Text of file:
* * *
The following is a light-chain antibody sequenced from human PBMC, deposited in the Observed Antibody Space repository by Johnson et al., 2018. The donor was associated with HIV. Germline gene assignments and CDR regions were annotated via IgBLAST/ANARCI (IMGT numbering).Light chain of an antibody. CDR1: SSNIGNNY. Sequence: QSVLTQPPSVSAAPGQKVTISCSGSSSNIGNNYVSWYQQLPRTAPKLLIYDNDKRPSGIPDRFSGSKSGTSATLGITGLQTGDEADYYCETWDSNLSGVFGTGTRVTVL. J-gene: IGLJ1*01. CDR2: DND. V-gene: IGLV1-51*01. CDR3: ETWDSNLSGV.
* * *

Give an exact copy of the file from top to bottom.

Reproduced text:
The following is a light-chain antibody sequenced from human PBMC, deposited in the Observed Antibody Space repository by Johnson et al., 2018. The donor was associated with HIV. Germline gene assignments and CDR regions were annotated via IgBLAST/ANARCI (IMGT numbering).Light chain of an antibody. CDR1: SSNIGNNY. Sequence: QSVLTQPPSVSAAPGQKVTISCSGSSSNIGNNYVSWYQQLPRTAPKLLIYDNDKRPSGIPDRFSGSKSGTSATLGITGLQTGDEADYYCETWDSNLSGVFGTGTRVTVL. J-gene: IGLJ1*01. CDR2: DND. V-gene: IGLV1-51*01. CDR3: ETWDSNLSGV.